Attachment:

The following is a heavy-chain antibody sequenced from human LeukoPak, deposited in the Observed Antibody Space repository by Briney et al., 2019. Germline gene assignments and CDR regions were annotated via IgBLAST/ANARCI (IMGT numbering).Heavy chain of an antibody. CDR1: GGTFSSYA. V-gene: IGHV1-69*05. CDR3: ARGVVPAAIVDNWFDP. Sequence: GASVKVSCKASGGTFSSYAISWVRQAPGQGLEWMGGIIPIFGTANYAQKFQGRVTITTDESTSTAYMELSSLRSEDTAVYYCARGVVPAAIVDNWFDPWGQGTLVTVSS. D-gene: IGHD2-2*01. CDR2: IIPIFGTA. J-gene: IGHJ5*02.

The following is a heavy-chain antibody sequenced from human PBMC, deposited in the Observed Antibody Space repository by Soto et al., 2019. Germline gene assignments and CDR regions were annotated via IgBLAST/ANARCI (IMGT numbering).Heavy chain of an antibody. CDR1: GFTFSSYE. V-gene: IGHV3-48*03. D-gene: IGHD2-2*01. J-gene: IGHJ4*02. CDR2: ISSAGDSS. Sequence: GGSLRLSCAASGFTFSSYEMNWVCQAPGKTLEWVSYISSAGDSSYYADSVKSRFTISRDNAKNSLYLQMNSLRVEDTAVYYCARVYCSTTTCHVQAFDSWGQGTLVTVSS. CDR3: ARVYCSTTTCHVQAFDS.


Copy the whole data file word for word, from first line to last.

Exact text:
The following is a heavy-chain antibody sequenced from human LeukoPak, deposited in the Observed Antibody Space repository by Briney et al., 2019. Germline gene assignments and CDR regions were annotated via IgBLAST/ANARCI (IMGT numbering).Heavy chain of an antibody. CDR1: GGTFSSYA. V-gene: IGHV1-69*05. CDR3: ARGVVPAAIVDNWFDP. Sequence: GASVKVSCKASGGTFSSYAISWVRQAPGQGLEWMGGIIPIFGTANYAQKFQGRVTITTDESTSTAYMELSSLRSEDTAVYYCARGVVPAAIVDNWFDPWGQGTLVTVSS. D-gene: IGHD2-2*01. CDR2: IIPIFGTA. J-gene: IGHJ5*02.

The following is a heavy-chain antibody sequenced from human PBMC, deposited in the Observed Antibody Space repository by Soto et al., 2019. Germline gene assignments and CDR regions were annotated via IgBLAST/ANARCI (IMGT numbering).Heavy chain of an antibody. CDR1: GFTFSSYE. V-gene: IGHV3-48*03. D-gene: IGHD2-2*01. J-gene: IGHJ4*02. CDR2: ISSAGDSS. Sequence: GGSLRLSCAASGFTFSSYEMNWVCQAPGKTLEWVSYISSAGDSSYYADSVKSRFTISRDNAKNSLYLQMNSLRVEDTAVYYCARVYCSTTTCHVQAFDSWGQGTLVTVSS. CDR3: ARVYCSTTTCHVQAFDS.